This is especially positive to see when considering how, perhaps more than any other industry, the acceleration of digital innovation has fundamentally altered the banking industry over the past decade. Data from the British Banking Association recently revealed that customer bank branch interactions declined from 476 million in 2011 to 278 million in 2016, as the use of banking apps increased from 7 million log-ins a day in 2014, to 11 million in 2015. It’s encouraging to see banks’ commitment to customer satisfaction is still a focus. Indeed, banking ranked above other essential industries including insurance and utilities (placed 6th and 12th, respectively).
What is imperative to banking in particular is offering a customer experience which recognises the needs of tech-savvy customers, with the personal nature of finance which often requires a human service. People still like to talk to people. A Vanson Bourne report found that 91 per cent of respondents agree that there should always be a way to contact a real person. There is only so much help or reassurance a mobile app can offer; people still want to be able to discuss issues with a human being who can offer advice. This means that banks need to consider the service they offer at every touchpoint, whether on the phone, an in-branch visit or via an app.
What lessons can be learnt?
The report reveals there is a clear correlation between complaint handling and over the phone experiences, and customer satisfaction. Indeed, the biggest differentiator between the top 50 organisations and the other 180 organisations in the UKCSI came down to the quality of their service in this area, from the ‘speed of resolving the complaint’, to ‘staff understanding the issue’, to ‘the attitude of staff’.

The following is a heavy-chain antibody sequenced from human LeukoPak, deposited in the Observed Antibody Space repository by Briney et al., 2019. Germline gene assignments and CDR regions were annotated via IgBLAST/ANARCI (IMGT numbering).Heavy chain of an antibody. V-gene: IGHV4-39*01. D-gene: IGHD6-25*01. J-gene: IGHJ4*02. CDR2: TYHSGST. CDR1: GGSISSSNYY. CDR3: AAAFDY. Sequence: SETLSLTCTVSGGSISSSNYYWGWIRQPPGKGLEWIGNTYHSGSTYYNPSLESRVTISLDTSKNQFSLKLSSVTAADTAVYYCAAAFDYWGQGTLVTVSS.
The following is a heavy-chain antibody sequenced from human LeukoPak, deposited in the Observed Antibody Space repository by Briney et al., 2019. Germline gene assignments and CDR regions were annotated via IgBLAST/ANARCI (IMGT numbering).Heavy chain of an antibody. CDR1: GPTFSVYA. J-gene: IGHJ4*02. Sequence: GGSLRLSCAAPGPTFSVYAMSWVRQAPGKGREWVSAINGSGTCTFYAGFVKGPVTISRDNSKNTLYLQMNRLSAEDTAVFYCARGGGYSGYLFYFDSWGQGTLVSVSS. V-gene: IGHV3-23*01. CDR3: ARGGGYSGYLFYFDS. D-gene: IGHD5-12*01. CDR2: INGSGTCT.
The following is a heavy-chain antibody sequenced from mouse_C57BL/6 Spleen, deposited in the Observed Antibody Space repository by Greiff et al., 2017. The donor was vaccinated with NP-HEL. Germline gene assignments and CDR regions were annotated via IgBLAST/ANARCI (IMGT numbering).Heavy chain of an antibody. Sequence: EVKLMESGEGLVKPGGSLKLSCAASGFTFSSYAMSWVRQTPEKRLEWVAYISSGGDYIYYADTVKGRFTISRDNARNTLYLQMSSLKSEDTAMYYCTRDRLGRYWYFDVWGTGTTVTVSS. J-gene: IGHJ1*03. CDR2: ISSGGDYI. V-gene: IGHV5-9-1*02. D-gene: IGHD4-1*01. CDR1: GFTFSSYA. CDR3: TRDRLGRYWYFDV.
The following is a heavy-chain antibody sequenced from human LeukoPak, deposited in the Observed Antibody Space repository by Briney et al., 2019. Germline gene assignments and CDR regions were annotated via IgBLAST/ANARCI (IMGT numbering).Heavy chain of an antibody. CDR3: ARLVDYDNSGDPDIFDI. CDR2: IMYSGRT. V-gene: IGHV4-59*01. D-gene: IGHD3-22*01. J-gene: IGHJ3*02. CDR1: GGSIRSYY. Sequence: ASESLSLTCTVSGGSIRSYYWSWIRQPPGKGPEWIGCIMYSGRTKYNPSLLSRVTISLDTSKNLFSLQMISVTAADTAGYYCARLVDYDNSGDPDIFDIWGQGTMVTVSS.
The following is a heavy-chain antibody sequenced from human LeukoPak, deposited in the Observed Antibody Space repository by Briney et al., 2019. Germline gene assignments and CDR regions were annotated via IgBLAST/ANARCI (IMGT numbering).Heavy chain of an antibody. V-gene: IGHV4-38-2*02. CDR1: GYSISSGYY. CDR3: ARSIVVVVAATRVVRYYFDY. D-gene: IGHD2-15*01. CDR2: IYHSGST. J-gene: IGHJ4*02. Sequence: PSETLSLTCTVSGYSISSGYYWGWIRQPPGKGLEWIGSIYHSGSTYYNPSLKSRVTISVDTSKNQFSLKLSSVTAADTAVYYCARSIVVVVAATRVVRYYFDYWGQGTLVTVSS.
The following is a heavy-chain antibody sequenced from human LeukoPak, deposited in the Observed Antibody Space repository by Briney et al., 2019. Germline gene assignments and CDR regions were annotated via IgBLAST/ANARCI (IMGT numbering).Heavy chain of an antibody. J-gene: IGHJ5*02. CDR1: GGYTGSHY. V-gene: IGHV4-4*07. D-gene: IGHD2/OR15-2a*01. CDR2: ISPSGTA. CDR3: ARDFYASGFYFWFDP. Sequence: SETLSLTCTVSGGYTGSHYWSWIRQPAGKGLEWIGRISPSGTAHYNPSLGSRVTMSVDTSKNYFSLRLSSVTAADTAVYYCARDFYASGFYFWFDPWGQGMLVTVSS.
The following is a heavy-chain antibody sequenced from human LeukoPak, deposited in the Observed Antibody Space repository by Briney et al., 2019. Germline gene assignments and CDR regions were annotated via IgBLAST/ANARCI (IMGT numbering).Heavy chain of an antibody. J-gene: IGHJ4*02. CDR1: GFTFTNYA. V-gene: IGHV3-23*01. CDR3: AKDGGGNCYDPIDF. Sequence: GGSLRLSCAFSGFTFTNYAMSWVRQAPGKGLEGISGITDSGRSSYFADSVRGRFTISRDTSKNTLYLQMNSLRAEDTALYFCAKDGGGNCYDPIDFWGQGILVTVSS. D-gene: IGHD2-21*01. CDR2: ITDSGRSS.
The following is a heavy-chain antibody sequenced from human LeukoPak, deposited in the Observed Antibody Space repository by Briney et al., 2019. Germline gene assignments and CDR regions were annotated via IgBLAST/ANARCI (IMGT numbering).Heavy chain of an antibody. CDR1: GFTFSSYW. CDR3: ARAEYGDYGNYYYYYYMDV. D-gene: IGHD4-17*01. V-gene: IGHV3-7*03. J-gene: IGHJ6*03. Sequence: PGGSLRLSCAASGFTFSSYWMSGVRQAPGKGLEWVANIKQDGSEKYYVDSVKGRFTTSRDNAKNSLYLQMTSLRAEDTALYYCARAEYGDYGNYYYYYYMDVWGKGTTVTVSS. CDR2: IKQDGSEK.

According to the ICS, customers highlighted the following factors as key to their experience with the top 50 organisations: efficiency and speed; reliability; professional and friendly employees; and a sense of how the overall experience made them feel towards the organisation (and its employees). This is a clear message that organisations must invest in the customer relationship management technology that can support, enable and empower employees to offer a seamless, informed front-end customer experience.
As customers, we’re happy when we feel the employee we’re speaking to – whether on the phone, over email or in-branch – understands our problem and has a clear view of our past interactions with the organisation. These factors combined make us feel valued and important.
Customer experience is fast becoming the benchmark when it comes to people deciding who they’ll shop, bank or book their holiday with; with Gartner predicting that 89 per cent of organisations now expect to compete solely on the experience they can offer. It’s an area too important for businesses to neglect and there is a real risk to the bottom line for those which don’t invest; an Accenture study found that 52 per cent of consumers have stopped using businesses due to poor digital customer service.
The measures of a superior customer experience, per Forrester, are ease, effectiveness, and emotion. In my view, investing in Customer Relationship Management (CRM) technology can help deliver that easy, effective and enjoyable customer experience. I’m looking forward to seeing which organisations respond to the challenge, invest in their customer experiences, and climb the table in the next report.